St. John’s Antigua- More than a year of negotiations between hoteliers, employees and their union finally paid off yesterday with the parties agreeing on increases in wages and allowances.
The increase in wages range from $17 to $24 per week.
The settlement of the matter came a week after the Antigua & Barbuda Workers Union (ABWU) and the workers they represent rejected some of the same recommendations made by the Labour Commissioner Hesketh Williams.
According to a press statement from the Antigua Hotel and Tourist Association (AHTA) the parties have agreed on an increase of $10 per week to be paid dating back to October 1, 2011 and a further increase of 7 per week from January 1, 2012 for the workers at smaller hotel properties.
Employees at larger properties will receive a $12 increase per week in both instances.
In addition to those increases, the parties negotiated a further graveyard shift allowance of $25 per week, an increase in the spread over allowance by $2:50 per week and an increase of meal allowance of $1 per meal, with two meals being given per day.
ABWU representative Chester Hughes welcomed the development.
In a press statement he noted, “We are pleased that the hoteliers have moved to what we consider to be a compromise position to allow for employees to cushion the rise in the cost of living against their wages. Employees can now go to bed resting peacefully knowing that of January 1st, in some cases, they can look forward to a minimum of $24 on their wages weekly as well as improved allowances.
“We look forward to working more closely with the AHTA in 2012 and beyond in preparation for the negotiations for the next three years of the Agreement starting in 2013,” Hughes added.
The Collective Agreement covers all hotels members of the AHTA with exception of the Elite Island Resorts, Rex Resorts and Sandals properties or just over 50 per cent of the hotel inventory on the island representing nearly 2000 workers.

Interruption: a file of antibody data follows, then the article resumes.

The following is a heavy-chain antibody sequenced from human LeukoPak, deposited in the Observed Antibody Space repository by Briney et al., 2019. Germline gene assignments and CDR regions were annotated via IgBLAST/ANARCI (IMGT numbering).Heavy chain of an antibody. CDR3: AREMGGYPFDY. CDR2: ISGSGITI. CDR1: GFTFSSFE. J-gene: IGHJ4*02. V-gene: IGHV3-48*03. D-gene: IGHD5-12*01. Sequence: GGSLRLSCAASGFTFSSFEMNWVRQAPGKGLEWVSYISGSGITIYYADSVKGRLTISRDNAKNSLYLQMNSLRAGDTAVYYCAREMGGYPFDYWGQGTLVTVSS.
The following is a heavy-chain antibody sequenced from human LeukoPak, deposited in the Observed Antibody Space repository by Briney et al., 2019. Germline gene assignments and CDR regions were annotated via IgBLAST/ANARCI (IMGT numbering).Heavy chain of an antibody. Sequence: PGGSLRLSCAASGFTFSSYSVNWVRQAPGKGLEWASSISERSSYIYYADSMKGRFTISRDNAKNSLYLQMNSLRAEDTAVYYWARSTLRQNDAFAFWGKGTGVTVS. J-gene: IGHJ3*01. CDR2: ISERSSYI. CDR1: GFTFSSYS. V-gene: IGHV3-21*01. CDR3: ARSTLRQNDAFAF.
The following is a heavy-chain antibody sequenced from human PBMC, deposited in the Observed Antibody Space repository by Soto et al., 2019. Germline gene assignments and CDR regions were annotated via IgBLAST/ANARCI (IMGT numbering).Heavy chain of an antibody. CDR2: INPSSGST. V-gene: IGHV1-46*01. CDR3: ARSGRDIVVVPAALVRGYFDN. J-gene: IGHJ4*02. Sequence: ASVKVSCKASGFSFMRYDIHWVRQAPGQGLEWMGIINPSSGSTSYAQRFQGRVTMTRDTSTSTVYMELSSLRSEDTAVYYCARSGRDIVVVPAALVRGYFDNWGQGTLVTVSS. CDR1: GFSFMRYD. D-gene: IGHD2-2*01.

AHTA Chairman Alistair Forrest also commented in the agreement saying, “The last two years have been very challenging to the hotel sector and increasing costs by raising salaries is always a difficult option but in a service industry such as this the hoteliers recognize the staff as their greatest asset and the importance of their welfare.
The increase in the cost of living in Antigua is affecting our workers as well as our businesses and we had to take this into consideration. We are happy that these negotiations have been drawn to a close so that we can concentrate of increasing our business for 2012,” Forrest concluded.
Negotiations had reach a stalemate and the parties had gone before the commissioner for assistance in resolving certain outstanding issues but a week ago the union rejected his recommendations.
The matter was referred to Labour Minister Dr Errol Cort who last night told this newspaper, “I had a conciliation hearing with the parties (Wednesday) and we were able to reach an amicable settlement.”
Dr Cort said both parties were willing to revise their initial position and, in the spirit of giving and taking, they were able to reach a resolution of the outstanding issues.
The minister congratulated the hoteliers and the union “for the mature manner in which they handled the negotiations” while adding, “I am pleased that my office was able to assist in settling this matter as the consequences could have been very serious in the absence of a settlement.”